Aren’t we the fortunate ones to live in such a beautiful environment?
We moved to Kingwood over nine years ago, mostly for our energetic dog to have a garden to run around in. Because of the dog we started walking from our house in Stoke Row Road in any direction and discovered we could walk for up to two hours without having to venture on to any road.
We moved here in the middle of January in a snow storm but, even then, we could see the beauty in this area.
During the challenging times of the last year, I am sure we have all been out walking more than usual. For the first few years here, we hardly ever met anyone but other dog owners, then lockdown started and it was all change. Families with small children were on paths in the depth of the woods, often lost, I have to say.
Because of the frightening news in the media, people were very courteous and invariably stepped off the path so that we all felt safer. It all seemed very strange to start with but quickly became the norm.
The joy I feel out walking every day and watching the seasons change from day to day cannot be overstated. We have woods, commons, farms, and open countryside all on the doorstep.
We must have 20 different walks that we do on a regular basis, so no matter from whatever direction the wind and rain are blowing, we can find a route that is comfortable. Of course, the time between March and May are the most beautiful.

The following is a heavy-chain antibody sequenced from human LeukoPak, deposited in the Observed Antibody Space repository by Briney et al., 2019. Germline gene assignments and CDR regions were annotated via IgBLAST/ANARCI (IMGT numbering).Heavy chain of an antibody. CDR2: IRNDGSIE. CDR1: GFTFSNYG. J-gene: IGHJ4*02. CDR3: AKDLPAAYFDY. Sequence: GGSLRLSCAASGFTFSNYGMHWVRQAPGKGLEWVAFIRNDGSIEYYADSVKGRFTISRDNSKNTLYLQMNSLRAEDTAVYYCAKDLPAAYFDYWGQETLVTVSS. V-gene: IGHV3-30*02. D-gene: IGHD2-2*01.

From the first primrose to pop its brave head out of the soil, you know spring has arrived. The blossom and the bluebells are really stunning this year and one of our favourite walks is down Colemore Lane past the Unicorn pub and keep going to the blue house, you can’t miss it!
Turn off the lane to the right and very quickly it goes down quite a steep hill, at the bottom you can look in any direction and there are bluebells, it is quite spectacular.
You are in a narrow valley and for over half a mile this colourful spectacle is on steep hills either side of you. If you turn right and keep walking through the woods you will meet the road, which is Colliers Lane; turn right and up a short, steep hill and you are back at the Unicorn and have earned a long cool drink.
The other walk we do a lot is out of our back gate and into Chiltern Wood. It used to be the grounds and orchards of Peppard Chest Hospital. There are still beautiful trees there, if rather wild now – cherry, plum and apple. All of which still fruit and are enjoyed by the locals.
We also all enjoy the black pig whose paddock borders the orchard. When we first arrived here there were several breading sows in there. The piglets often escaped into the orchard and were happily chased back to their pen. There is just one sow left, she has been on her own for several years now but she appears to be quite happy; she has been named Gwen, not sure by whom, but that is what everyone calls her.
I have never been past when there isn’t someone just leaving having left an assortment of nice vegetables for her. I think the prize for the most over-the-top contribution is asparagus. When I said ‘Asparagus for a pig?’ to the lady
leaving it, the reply was ‘well she is a Henley pig.’ She seems to love all the attention and is just as happy to have a nice scratch as to be fed.
I hope all the people who have enjoyed the locality in the last year, will continue to enjoy the countryside, wherever they go.